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Report: State costs to climb by 14.3 percent

The cost to maintain existing state services in the next two years will climb by 14.3 percent, or $2.7 billion, according to budget projections released Wednesday.

The state faces an estimated budget shortfall of $1.35 billion, according to the report by the Legislative Fiscal Office and Department of Administrative Services. Personnel and pensions, the state’s increasing share of the cost of the Affordable Care Act, rising human services caseloads and inflation are driving the costs, the report states.

The projected cost of maintaining state services in 2017-19 is about $21.75 billion compared with $19.03 billion in 2015-17. Personnel costs alone are projected to increase by 9 percent, according to the report. That includes raises in collective bargaining agreements and salary packages, health benefits and an increase in the rate for the Public Employees Retirement System. The projections are based on the state’s June economic and revenue forecast and could change with the September and subsequent forecasts.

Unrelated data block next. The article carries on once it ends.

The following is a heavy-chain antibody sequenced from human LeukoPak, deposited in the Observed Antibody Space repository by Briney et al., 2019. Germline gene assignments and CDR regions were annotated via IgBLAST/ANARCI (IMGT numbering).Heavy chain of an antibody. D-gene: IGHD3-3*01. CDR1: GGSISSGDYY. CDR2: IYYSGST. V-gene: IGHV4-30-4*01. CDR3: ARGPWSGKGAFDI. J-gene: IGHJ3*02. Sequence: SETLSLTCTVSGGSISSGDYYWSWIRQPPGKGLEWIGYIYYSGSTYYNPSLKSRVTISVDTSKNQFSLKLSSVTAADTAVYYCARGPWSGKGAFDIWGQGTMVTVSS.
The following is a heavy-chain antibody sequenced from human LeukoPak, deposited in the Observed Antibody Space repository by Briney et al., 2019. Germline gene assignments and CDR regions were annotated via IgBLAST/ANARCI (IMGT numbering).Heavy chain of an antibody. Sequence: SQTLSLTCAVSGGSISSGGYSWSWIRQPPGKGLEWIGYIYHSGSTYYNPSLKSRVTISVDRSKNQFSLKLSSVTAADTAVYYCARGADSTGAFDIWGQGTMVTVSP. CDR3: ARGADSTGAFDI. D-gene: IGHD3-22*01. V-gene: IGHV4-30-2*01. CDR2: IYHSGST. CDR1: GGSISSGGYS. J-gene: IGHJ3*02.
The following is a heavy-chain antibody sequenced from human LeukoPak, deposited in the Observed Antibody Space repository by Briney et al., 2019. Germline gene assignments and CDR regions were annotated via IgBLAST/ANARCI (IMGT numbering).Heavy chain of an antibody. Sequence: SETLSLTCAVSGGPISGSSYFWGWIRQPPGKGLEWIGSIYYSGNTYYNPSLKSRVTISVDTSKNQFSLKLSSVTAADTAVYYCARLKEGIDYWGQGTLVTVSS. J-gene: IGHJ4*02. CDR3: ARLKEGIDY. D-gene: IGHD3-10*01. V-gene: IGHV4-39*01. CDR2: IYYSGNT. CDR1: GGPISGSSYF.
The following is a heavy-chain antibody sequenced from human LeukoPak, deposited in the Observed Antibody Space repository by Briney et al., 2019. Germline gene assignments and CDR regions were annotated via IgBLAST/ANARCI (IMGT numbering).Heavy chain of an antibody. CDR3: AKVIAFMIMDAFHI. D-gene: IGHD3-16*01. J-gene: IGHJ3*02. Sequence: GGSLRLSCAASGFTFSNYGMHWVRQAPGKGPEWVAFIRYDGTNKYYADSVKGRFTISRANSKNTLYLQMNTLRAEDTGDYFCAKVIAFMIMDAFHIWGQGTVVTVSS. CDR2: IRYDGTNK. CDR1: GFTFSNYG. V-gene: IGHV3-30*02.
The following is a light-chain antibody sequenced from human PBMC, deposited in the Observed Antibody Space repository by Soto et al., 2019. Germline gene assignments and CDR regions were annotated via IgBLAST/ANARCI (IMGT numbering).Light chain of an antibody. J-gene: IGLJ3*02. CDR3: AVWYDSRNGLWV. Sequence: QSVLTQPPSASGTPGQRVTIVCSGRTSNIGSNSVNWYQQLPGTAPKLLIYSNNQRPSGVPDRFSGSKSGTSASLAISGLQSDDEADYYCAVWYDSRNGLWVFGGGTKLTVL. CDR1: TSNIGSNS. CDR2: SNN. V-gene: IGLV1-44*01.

A DAS spokesperson emphasized in a tweet that Wednesday’s projection is only a “starting point.”

The state’s budget picture could change dramatically if voters in November approve a controversial corporate sales tax measure. The 2.5 percent tax on the Oregon sales of certain corporations exceeding $25 million would yield an estimated $3 billion per year in additional state revenue.

Sen. Richard Devlin, D-Tualatin, a co-chairman of the Ways and Means Committee, has said state services likely will face cuts if the ballot measure fails. But he also has warned that the rising costs of the state’s pension plan in the next several years and the Affordable Care Act would quickly eat up that supplemental revenue.

With those expenses, “the money is gone from that measure, so you should quit thinking about all these other programs you would like to expand,” Devlin said earlier this month.

By Jill Rehkopf Smith
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